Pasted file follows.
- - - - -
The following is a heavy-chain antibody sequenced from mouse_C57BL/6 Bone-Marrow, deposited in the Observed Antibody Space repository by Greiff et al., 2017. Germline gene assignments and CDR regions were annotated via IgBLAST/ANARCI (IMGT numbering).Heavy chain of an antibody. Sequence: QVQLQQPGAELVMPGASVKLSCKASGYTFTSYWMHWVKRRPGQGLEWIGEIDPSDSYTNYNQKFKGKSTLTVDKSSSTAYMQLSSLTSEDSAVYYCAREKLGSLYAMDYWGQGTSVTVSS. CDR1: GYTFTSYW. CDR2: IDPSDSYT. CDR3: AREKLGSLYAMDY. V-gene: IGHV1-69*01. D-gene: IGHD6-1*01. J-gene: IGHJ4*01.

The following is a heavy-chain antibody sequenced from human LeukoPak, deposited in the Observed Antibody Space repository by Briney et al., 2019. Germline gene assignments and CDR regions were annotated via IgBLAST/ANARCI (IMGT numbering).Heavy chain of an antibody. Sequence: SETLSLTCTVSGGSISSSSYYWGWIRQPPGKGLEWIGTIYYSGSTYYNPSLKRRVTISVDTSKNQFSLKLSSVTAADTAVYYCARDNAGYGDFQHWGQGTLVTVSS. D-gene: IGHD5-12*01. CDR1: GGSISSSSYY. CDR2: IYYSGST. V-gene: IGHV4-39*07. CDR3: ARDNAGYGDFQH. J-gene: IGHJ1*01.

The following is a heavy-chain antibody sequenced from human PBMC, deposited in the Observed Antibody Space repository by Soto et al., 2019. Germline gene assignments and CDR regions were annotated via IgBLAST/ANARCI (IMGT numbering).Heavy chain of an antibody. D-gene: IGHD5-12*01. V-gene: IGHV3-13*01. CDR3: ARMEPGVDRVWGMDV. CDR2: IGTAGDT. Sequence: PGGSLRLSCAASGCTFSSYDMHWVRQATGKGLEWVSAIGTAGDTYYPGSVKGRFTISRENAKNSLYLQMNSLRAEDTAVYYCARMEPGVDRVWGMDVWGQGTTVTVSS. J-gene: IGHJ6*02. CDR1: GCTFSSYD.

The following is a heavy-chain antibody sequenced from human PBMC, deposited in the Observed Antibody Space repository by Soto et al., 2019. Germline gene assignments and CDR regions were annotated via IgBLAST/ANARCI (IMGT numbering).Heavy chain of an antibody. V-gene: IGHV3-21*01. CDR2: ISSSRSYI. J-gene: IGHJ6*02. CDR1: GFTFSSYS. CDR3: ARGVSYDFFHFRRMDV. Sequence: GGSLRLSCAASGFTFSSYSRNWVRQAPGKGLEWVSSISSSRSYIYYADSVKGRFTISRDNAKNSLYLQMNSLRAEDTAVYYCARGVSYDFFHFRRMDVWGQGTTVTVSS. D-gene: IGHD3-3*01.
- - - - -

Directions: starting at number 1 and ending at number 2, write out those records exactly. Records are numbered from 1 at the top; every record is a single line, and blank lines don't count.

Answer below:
The following is a heavy-chain antibody sequenced from mouse_C57BL/6 Bone-Marrow, deposited in the Observed Antibody Space repository by Greiff et al., 2017. Germline gene assignments and CDR regions were annotated via IgBLAST/ANARCI (IMGT numbering).Heavy chain of an antibody. Sequence: QVQLQQPGAELVMPGASVKLSCKASGYTFTSYWMHWVKRRPGQGLEWIGEIDPSDSYTNYNQKFKGKSTLTVDKSSSTAYMQLSSLTSEDSAVYYCAREKLGSLYAMDYWGQGTSVTVSS. CDR1: GYTFTSYW. CDR2: IDPSDSYT. CDR3: AREKLGSLYAMDY. V-gene: IGHV1-69*01. D-gene: IGHD6-1*01. J-gene: IGHJ4*01.

The following is a heavy-chain antibody sequenced from human LeukoPak, deposited in the Observed Antibody Space repository by Briney et al., 2019. Germline gene assignments and CDR regions were annotated via IgBLAST/ANARCI (IMGT numbering).Heavy chain of an antibody. Sequence: SETLSLTCTVSGGSISSSSYYWGWIRQPPGKGLEWIGTIYYSGSTYYNPSLKRRVTISVDTSKNQFSLKLSSVTAADTAVYYCARDNAGYGDFQHWGQGTLVTVSS. D-gene: IGHD5-12*01. CDR1: GGSISSSSYY. CDR2: IYYSGST. V-gene: IGHV4-39*07. CDR3: ARDNAGYGDFQH. J-gene: IGHJ1*01.